var result: [Token] = []
do {
while let token = try getNextToken() {
result.append(token)
}
} catch LexerError.unexpectedCharacted {
print("Unexpected character at index \(index.encodedOffset)")
result = []
} catch LexerError.invalidNumber {
print("Invalid number at index \(index.encodedOffset)")
result = []
} catch {
print("Unexpected error")
result = []
}
return result
}``````

Getting a token consists of checking the current character and moving the index forward one or more characters:

``````private func getNextToken() throws -> Token? {
guard let character = currentCharacter else {
return nil
}
switch character {
case "{":
return getOpenBrace()
case "}":
return getCloseBrace()
default:
break
}
if let scalar = character.unicodeScalars.first,
CharacterSet.decimalDigits.contains(scalar) {
return try getNumber()
}
throw LexerError.unexpectedCharacted
}
private func getOpenBrace() -> Token {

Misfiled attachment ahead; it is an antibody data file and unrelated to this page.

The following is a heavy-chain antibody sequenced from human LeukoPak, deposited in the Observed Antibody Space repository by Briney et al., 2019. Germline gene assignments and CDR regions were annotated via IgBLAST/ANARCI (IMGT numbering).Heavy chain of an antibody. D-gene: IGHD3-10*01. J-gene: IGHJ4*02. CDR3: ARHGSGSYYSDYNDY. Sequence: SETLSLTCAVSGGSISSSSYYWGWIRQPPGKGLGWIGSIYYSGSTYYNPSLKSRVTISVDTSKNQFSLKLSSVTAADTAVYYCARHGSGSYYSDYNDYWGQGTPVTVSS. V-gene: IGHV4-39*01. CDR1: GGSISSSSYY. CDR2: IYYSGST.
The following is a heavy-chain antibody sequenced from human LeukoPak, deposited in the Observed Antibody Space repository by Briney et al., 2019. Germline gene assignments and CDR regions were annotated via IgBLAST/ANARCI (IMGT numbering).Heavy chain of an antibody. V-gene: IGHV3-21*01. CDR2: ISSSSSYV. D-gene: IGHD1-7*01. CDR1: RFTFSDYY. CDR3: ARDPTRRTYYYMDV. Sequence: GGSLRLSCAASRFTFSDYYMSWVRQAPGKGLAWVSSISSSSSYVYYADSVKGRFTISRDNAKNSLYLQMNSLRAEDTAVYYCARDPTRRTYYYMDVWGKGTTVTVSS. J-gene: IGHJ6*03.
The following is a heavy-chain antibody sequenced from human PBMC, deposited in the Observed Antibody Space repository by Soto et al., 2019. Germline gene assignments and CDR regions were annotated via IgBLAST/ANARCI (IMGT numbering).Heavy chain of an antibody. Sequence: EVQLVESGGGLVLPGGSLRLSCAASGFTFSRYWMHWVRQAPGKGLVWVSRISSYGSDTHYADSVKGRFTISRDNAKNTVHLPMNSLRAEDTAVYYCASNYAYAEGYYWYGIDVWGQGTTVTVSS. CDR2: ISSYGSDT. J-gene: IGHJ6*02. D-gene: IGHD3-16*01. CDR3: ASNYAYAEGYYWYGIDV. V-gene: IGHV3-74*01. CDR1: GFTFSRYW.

moveIndex()
}
private func getCloseBrace() -> Token {
moveIndex()
}``````

If a digit is found, the getNumber () method will be called to parse it . It simply collects all the numbers in one line and converts it to an Int:

``````private func getNumber() throws -> Token {
var numberString = ""
while let character = currentCharacter,
let scalar = character.unicodeScalars.first,
CharacterSet.decimalDigits.contains(scalar) {
numberString.append(character)
moveIndex()
}
guard let number = Int(numberString) else {
throw LexerError.invalidNumber
}
}``````

To start the lexer, you need to pass a line with the source code to it and call the startAnalyze () method :